Electric transportation startup Bird has added shared eBikes to its fleet of vehicles along with the launch of Bird Bike, a shared smart vehicle, the company announced in a Wednesday (June 23) press release.
The Silicon Valley company already operates electric scooters in more than 250 cities around the world and says it is set to introduce the Smart Bikeshare platform to select cities in North America, Ireland, France, Germany, Spain and Italy this year.
Bird says shared eScooters like the ones in its fleet have provided 150 million zero emission trips worldwide, and the company is aiming to expand its serviceable, addressable market by 5 billion trips per year.
“The shared Bird Bike delivers on Bird’s commitment to broadening access to eco-friendly transportation around the world at a time when global demand for bikes and scooters has never been higher,” Bird said in the news release.
“With shared e-bikes, Bird will partner with cities that do not have, or are looking to supplement, an existing bike or scooter-sharing network to offer the highest quality vehicles and operations designed to meet the mobility needs of all riders.”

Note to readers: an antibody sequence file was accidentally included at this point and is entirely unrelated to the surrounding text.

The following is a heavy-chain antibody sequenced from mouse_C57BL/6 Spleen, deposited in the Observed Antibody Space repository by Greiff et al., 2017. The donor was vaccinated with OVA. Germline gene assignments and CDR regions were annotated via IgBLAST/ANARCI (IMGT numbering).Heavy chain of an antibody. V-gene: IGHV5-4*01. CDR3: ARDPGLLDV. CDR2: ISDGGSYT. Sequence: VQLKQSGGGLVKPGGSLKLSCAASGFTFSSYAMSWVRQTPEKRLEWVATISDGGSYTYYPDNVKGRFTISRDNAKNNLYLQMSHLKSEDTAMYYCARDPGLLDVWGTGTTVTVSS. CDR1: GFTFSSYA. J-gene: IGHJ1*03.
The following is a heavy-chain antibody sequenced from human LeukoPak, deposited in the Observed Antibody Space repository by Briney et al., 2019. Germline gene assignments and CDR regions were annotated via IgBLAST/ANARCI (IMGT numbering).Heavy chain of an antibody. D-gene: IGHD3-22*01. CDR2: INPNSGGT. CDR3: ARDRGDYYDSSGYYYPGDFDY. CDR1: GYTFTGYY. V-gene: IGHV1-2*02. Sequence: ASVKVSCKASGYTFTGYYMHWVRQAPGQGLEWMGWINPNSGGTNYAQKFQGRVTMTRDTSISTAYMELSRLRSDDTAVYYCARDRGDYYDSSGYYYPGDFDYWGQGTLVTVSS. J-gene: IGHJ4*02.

The shared Bird Bike is a connected vehicle designed to complement a city’s existing transportation network, and comes equipped with a high-powered electric motor that can take riders up hills with as much as a 20 percent grade. It comes with a basket for storage, large pneumatic tires and IoT features like onboard diagnostics and geolocation.
Bird, which launched in 2017 with the goal of providing eco-friendly transit, said last month that it was planning to go public through a special purpose acquisition company (SPAC) at a $2.3 billion valuation. Founder and CEO Travis VanderZanden said at the time that the micromobility market is set to reach $800 billion.
The company is one of three transit startups picked to run the New York City Department of Transportation’s electric scooter pilot program. Each company — Bird, Like and VeoRide — will get permits from the city allowing them to employ around 1,000 dockless scooters.